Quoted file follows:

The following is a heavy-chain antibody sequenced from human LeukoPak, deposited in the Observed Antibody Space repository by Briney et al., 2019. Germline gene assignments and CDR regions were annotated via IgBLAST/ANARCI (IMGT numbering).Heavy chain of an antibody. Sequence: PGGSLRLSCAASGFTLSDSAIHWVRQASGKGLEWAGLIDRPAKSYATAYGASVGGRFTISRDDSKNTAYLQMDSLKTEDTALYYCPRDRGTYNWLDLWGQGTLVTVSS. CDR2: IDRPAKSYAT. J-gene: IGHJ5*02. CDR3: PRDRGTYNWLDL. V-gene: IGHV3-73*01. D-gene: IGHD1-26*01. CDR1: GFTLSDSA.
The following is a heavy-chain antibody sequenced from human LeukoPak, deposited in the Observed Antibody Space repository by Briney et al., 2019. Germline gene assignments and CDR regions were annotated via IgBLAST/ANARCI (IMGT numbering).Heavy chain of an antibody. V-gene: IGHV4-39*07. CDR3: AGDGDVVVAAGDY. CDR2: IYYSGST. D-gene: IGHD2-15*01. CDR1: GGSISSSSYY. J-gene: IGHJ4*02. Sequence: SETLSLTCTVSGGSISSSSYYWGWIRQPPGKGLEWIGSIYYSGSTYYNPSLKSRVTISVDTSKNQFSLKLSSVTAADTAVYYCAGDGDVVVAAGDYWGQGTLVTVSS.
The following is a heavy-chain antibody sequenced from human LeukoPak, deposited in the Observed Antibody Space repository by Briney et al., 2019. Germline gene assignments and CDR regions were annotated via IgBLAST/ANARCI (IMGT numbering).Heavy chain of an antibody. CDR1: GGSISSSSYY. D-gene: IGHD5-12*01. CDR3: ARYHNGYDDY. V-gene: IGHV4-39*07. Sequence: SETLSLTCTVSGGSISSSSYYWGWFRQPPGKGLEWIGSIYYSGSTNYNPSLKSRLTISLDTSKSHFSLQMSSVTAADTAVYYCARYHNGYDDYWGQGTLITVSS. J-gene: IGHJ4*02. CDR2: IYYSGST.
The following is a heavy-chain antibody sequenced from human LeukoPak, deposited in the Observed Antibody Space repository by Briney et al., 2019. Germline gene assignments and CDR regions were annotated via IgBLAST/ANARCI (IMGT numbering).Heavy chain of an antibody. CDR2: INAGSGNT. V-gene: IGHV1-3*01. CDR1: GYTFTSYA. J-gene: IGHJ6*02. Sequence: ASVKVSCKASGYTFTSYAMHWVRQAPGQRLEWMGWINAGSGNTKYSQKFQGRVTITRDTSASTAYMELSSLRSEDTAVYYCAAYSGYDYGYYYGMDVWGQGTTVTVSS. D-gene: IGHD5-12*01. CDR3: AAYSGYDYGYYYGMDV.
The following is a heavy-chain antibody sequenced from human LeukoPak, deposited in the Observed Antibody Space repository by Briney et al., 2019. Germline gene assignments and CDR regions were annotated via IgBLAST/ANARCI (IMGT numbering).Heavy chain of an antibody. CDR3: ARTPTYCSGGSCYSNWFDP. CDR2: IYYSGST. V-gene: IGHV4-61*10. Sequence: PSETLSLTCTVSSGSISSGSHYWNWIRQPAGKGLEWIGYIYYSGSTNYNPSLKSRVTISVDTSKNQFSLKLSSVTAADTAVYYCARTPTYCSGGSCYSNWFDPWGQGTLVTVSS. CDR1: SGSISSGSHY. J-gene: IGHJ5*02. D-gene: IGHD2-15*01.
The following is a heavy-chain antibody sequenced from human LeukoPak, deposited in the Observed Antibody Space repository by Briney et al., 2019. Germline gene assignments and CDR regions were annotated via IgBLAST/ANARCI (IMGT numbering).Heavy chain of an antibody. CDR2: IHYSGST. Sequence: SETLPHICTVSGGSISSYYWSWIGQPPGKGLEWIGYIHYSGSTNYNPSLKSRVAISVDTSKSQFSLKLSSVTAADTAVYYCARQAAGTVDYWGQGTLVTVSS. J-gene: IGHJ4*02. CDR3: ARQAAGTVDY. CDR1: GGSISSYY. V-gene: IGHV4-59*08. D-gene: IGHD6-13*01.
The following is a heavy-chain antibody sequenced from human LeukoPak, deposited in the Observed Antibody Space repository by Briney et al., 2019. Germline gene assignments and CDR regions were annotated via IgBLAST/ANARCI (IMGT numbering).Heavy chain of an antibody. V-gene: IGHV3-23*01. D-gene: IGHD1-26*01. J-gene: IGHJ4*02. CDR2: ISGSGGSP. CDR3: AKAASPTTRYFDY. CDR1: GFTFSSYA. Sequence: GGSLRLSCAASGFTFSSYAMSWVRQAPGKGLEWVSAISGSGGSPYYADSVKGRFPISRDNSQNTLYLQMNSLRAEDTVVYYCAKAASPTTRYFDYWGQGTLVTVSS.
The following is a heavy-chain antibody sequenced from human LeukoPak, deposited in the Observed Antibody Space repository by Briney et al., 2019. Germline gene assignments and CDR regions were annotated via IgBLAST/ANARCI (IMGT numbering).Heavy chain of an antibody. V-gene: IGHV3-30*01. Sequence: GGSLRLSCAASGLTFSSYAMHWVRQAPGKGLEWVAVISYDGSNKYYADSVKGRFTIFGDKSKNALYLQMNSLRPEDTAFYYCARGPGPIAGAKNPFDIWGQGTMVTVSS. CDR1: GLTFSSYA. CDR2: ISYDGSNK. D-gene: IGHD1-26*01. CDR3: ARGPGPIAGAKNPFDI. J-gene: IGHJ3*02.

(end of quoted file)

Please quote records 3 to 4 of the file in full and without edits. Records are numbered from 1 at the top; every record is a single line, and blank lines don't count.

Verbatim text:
The following is a heavy-chain antibody sequenced from human LeukoPak, deposited in the Observed Antibody Space repository by Briney et al., 2019. Germline gene assignments and CDR regions were annotated via IgBLAST/ANARCI (IMGT numbering).Heavy chain of an antibody. CDR1: GGSISSSSYY. D-gene: IGHD5-12*01. CDR3: ARYHNGYDDY. V-gene: IGHV4-39*07. Sequence: SETLSLTCTVSGGSISSSSYYWGWFRQPPGKGLEWIGSIYYSGSTNYNPSLKSRLTISLDTSKSHFSLQMSSVTAADTAVYYCARYHNGYDDYWGQGTLITVSS. J-gene: IGHJ4*02. CDR2: IYYSGST.
The following is a heavy-chain antibody sequenced from human LeukoPak, deposited in the Observed Antibody Space repository by Briney et al., 2019. Germline gene assignments and CDR regions were annotated via IgBLAST/ANARCI (IMGT numbering).Heavy chain of an antibody. CDR2: INAGSGNT. V-gene: IGHV1-3*01. CDR1: GYTFTSYA. J-gene: IGHJ6*02. Sequence: ASVKVSCKASGYTFTSYAMHWVRQAPGQRLEWMGWINAGSGNTKYSQKFQGRVTITRDTSASTAYMELSSLRSEDTAVYYCAAYSGYDYGYYYGMDVWGQGTTVTVSS. D-gene: IGHD5-12*01. CDR3: AAYSGYDYGYYYGMDV.